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James Melton

James Melton in a 1940s studio portrait

James Melton (January 2, 1904 – April 21, 1961), a popular singer in the 1920s and early 1930s, later began a career as an operatic singer when tenor voices went out of style in popular music around 1932–35. His singing talent was similar to that of Richard Crooks, John Charles Thomas or Nelson Eddy.

Melton usually catered to popular music fans, singing romantic songs and popular ballads in a sweet style. He was born in Citra, Florida, where his parents grew melons and handled hogs.

In 1920, he graduated from high school in

External links

  1. ^ About Melton
  2. ^ Thompson, Edgar A. (August 1, 1941). "Riding the Airwaves". The Milwaukee Journal. p. 2. Retrieved 7 April 2015. 

References

He established the Autorama, an auto museum in Hypoluxo, Florida. Ken Purdy interviewed him on his collection and wrote a book about it. The museum's collection was dispersed after his death. Melton has two stars on the Hollywood Walk of Fame, one for radio and the other for recording. He died in New York City from pneumonia.

Later life

Melton spent the 1950s making records, singing in nightclubs, appearing on television, including Ford Festival (1951–1952) also known as The James Melton Show, and collecting rare automobiles. His last stage production was Sigmund Romberg's The Student Prince.

After voice training with Angelo Canarutto, Melton's operatic singing career took off in 1938 when he appeared with the Cincinnati Zoo Opera Company as Pinkerton in Puccini's Madama Butterfly and also with the St. Louis Opera Company as Alfredo in Verdi's La Traviata. In 1939, he sang Pinkerton for his debut with the Philadelphia La Scala Opera Company with Annunciata Garrotto as Cio-cio-san. He worked with the Chicago Civic Opera from 1940 to 1942, appearing with Helen Jepson in Madama Butterfly, with Lily Pons in Donizetti's Lucia di Lammermoor, with Risë Stevens in Mignon and in Flotow's Martha. On 7 December 1942, Melton debuted at the Metropolitan Opera as Tamino in Mozart's The Magic Flute. He continued to perform at the Met through 1950.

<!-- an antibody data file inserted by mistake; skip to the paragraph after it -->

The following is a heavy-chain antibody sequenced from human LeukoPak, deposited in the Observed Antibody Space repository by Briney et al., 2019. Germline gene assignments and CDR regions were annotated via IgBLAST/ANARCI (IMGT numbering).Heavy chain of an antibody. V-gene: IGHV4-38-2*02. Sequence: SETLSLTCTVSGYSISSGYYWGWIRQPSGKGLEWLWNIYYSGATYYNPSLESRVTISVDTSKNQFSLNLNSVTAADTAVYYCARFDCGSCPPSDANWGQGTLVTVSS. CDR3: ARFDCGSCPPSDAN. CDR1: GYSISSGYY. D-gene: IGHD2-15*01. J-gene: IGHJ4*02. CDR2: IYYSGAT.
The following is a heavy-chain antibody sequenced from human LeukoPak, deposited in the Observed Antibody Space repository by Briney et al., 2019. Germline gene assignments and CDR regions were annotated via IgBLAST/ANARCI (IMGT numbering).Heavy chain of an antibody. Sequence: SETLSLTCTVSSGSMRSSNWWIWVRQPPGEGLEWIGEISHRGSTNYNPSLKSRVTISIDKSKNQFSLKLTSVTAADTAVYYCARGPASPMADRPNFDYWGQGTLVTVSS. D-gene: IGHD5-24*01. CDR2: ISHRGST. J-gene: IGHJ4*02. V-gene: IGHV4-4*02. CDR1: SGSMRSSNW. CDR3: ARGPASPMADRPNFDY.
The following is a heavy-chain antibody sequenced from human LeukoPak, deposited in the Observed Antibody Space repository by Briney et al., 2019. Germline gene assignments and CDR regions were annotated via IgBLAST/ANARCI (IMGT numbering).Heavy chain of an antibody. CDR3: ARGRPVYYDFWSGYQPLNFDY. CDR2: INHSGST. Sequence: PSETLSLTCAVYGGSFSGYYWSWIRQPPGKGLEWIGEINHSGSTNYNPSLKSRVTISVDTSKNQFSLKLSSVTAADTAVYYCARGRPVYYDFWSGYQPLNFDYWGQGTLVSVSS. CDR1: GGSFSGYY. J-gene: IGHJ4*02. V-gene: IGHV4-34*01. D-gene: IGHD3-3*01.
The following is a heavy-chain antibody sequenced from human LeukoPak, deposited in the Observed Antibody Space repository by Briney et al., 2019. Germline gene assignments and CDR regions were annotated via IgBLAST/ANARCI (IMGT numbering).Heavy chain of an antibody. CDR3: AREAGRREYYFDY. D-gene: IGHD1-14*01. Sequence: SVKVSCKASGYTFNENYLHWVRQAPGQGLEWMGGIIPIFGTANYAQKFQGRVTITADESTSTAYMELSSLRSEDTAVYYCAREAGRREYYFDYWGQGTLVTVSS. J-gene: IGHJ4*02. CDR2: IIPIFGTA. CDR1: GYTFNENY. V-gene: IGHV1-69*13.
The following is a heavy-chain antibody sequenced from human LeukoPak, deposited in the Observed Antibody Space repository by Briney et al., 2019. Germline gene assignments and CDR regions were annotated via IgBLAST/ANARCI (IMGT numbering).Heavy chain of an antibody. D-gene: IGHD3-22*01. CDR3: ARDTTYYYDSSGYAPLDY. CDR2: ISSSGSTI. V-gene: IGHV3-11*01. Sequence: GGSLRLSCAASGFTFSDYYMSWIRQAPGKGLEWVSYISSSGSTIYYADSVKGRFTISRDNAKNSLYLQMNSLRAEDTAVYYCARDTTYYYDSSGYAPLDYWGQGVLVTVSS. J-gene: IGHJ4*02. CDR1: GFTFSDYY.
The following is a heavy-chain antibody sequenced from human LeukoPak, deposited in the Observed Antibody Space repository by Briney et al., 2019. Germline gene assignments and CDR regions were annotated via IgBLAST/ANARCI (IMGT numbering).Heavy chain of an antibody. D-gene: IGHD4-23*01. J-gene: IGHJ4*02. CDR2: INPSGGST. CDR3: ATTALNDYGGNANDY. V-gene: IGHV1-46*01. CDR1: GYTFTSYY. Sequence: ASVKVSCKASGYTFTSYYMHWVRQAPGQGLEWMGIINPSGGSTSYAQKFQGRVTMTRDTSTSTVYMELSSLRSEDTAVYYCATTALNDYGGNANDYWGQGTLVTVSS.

Opera

Although not distinguished as a dramatic actor, he also appeared in movies, including Stars Over Broadway (1935), Sing Me a Love Song (1936), Melody for Two (1937) and the MGM revue, Ziegfeld Follies (1946).

Films

In the thirties, Melton also sang and acted on the Jack Benny Radio Shows.

Melton continued to perform on the radio. He was heard on The Firestone Hour in 1933, on Ward's Family Theater in 1935, The Sealtest Sunday Night Party (1936), The Palmolive Beauty Box Theater (1937), The Song Shop (1938), the Bell Telephone Hour (1940), Texaco Star Theater (1944) and Harvest of Stars (1945). In 1941, a newspaper columnist described Melton as "currently one of radio's busiest singers."[2]

Melton recorded his first songs under his own name for Columbia in the autumn of 1927. He quickly became a popular singer and made numerous vocal recordings as well as singing vocal choruses for dance records. By 1931, the Great Depression along with the rise of conservatism and a religious revival initiated a movement to more masculine sounding voices in popular music. Singers such as George Gershwin in 1934.

The following year, he began singing on New York radio for no pay. He joined "Roxy's Gang", a cabaret group led by Samuel Roxy Rothafel, who worked with the Sieberling Singers. He made records for Victor Records, singing as one of the tenors with The Revelers and for Columbia Records with the same group under the pseudonym of The Singing Sophomores. He frequently sang with popular singer Jane Froman and appeared with her in film as well.

Radio

Contents

  • Radio 1
  • Films 2
  • Opera 3
  • Later life 4
  • References 5
  • External links 6

in 1926. Atlanta's Orchestra in Francis Craig's teacher, Enrico Rosati. Melton also worked in dance bands, playing saxophone in a college jazz ensemble and performing with Beniamino Gigli from 1923 to 1927 before moving to New York where he studied with Nashville He received vocal instruction from Gaetano de Luca in [1]

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